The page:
Horner's syndrome, also known as Horner syndrome, oculosympathetic palsy or Horner-Bernard syndrome, is a relatively rare syndrome that affects the nerves that run from the brain to the eye. To date, Horner syndrome remains somewhat of a mystery to medical researchers. What is known is that prior history of certain diseases or traumas may lead to the later onset of Horner syndrome.
Definition & Facts
Horner syndrome is considered to be in the family of neurological disorders that affect the brain, spinal cord, and central nervous system of the body. Horner syndrome can strike anyone of any age, gender or ethnicity and affects females and males equally. The syndrome can arise all on its own, or it can be prompted by another pre-existing condition, disease, or trauma.
In some individuals, it is present from birth and is a congenital disorder. In these rarest of cases, it is termed "congenital Horner syndrome." If the syndrome presents before the individual has reached two years of age, the iris portion of each eye may be different colors. Horner syndrome is sufficiently rare that no statistics exist on incidence in the population today.
Symptoms & Complaints
- Drooping eyelid (ptosis) on the side of the face that is affected.
- Lack of sweating (anhidrosis) on the side of the face that is affected.
- Decreased size in the pupil (miosis) of the eye that is affected.
These three symptoms, when occurring together, can accurately point to Horner syndrome. Sometimes the eyeball on the affected side will also sink further into the socket (orbit). In young children who have Horner syndrome, there may also be a noticeable paleness on the affected side of the face.
The causes for Horner syndrome can vary greatly. In some cases, Horner syndrome can occur on its own in an individual of any age. In other rarer cases, Horner syndrome is present at birth though the exact genetic mutations at play have not yet been identified. Inheritance appears to be autosomal dominant.
The underlying cause of Horner syndrome is nerve damage. The damage occurs in the nerves leading from the brain to one eye. There are three main groups of cells that exist along the nerve pathway that is affected by Horner syndrome. Sometimes physicians can extrapolate the cause of Horner syndrome by matching the triggering disease to the group of neurons that disease affects.
There are many pre-existing conditions or injuries that may either be risk factors for Horner syndrome or cause damage to one of the three neuron groups that can trigger the onset of Horner syndrome. Lesions of the first order (central) neurons may be caused by or linked to:
- Spinal cyst (Syringomyelia).
- Trauma to the neck such as a cervical fracture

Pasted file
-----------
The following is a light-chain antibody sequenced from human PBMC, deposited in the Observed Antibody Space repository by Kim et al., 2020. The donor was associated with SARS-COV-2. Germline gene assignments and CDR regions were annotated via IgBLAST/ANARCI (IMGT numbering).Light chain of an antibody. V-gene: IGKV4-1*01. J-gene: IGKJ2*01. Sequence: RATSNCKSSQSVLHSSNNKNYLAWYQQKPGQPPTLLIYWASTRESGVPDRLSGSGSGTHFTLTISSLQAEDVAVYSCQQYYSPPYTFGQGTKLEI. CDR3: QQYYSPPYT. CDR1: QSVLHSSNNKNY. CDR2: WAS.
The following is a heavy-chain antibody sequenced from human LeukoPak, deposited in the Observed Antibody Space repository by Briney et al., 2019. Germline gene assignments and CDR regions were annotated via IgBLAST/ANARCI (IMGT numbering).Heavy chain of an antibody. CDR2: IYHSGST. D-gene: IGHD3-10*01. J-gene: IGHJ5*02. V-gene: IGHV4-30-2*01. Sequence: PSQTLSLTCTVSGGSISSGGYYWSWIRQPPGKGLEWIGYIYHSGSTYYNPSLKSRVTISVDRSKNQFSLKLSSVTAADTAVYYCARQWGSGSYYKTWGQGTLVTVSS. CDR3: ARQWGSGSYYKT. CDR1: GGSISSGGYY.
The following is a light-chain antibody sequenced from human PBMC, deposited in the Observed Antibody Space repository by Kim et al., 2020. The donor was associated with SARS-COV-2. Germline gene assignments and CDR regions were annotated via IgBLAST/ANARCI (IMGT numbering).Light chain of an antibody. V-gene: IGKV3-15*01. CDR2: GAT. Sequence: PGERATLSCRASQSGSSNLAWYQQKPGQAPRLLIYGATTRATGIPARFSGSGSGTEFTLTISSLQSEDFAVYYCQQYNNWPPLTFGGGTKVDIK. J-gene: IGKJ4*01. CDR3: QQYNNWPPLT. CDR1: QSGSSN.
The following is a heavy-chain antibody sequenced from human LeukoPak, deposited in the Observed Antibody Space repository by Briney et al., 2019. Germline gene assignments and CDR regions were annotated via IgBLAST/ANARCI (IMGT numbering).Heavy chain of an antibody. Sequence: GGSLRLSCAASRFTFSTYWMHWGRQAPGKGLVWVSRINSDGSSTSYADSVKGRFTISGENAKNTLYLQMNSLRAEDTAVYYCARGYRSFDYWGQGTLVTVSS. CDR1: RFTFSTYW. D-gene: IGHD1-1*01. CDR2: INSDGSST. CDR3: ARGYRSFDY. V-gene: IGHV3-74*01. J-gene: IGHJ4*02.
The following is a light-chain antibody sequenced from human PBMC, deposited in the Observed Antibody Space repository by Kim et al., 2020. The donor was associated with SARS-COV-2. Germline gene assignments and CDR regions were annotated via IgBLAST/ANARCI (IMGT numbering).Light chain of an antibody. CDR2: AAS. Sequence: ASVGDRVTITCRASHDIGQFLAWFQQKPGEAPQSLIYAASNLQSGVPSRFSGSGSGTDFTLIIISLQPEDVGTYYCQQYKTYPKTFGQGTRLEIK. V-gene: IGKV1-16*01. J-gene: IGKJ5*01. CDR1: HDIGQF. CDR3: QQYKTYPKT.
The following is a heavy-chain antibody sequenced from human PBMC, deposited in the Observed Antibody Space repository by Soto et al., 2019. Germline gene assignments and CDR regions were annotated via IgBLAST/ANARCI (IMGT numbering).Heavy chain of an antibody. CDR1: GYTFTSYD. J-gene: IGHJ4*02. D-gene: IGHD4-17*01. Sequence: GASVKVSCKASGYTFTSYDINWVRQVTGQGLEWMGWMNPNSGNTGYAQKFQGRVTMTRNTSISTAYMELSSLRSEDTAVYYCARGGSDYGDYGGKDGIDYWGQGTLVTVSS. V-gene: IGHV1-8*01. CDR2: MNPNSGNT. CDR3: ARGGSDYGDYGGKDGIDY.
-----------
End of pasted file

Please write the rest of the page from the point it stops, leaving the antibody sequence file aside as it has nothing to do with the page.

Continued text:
- Trauma to or loss of the myelin sheath which protects the nerves.
Lesions of the second-order neurons may be caused by or linked to:
- Lung cancer specifically a type of lung cancer that grows at the top of the lungs called a Pancoast tumor.
- Myelin sheath tumor.
- Cardiac surgery.
Lesions of the third-order neurons may be caused by or linked to:
- Damage to the carotid artery.
- Damage to the internal jugular vein.
- Migraine headaches.
- Cluster headaches.
- Tumor or infection near base of the skull.
It is important to remember that, in some cases, it is not possible to determine the cause of Horner syndrome. These cases are called idiopathic. These cases are also different from congenital Horner syndrome.
Diagnosis & Tests
Diagnosing Horner syndrome begins with taking a thorough medical history of the patient and his or her family. The physician will look for any family history of Horner syndrome and also look for prior personal history of any of the diseases or injuries that have been linked to the onset of Horner syndrome. From here, the physician will catalog the chief symptoms before requesting and performing tests. Tests that are commonly done include the following:
- Eye drop test. By putting drops in each eye, an ophthalmologist can determine whether eye function is different in the eye suspected to be affected by Horner syndrome.
- X-ray. To look for abnormalities in the chest area, including trauma, complications from past surgery, and tumors.
- MRI (magnetic resonance imaging). To look for tumors or trauma in the brain, neck and spinal cord.
- CT (computed tomography) scan. Also to look for tumors or trauma in the brain, neck and spinal cord.
- Blood tests and clinical urine tests. These are often ordered in children presenting with symptoms of Horner syndrome. The blood and urine tests look for evidence of a neuroblastoma, a type of neuroendocrine tumor that usually occurs in the adrenal gland and affects the nervous system.
- Additional tests may include kidney function tests, liver function tests, and tests that analyze electrolyte levels, thyroid function, and levels of iron.
Treatment & Therapy
At this time, there is no one uniform treatment or cure for Horner syndrome. Treatment focuses on resolving the condition(s) thought to be causing the symptoms of Horner syndrome. Surgery may be required for any aneurysms associated with Horner syndrome. If lung cancer is the culprit, treatment may incorporate chemotherapy and/or radiotherapy.
Sometimes, cosmetic surgery is recommended to correct the drooping eyelid on the side of the face affected by Horner syndrome. In some cases, no additional treatment is necessary. So long as the underlying condition can be successfully resolved, Horner syndrome will often resolve on its own.
Prevention & Prophylaxis
These preventative measures can help avoid the onset of Horner syndrome, but they are not a guarantee. Where there is no known cause for the onset of Horner syndrome, there is no prevention.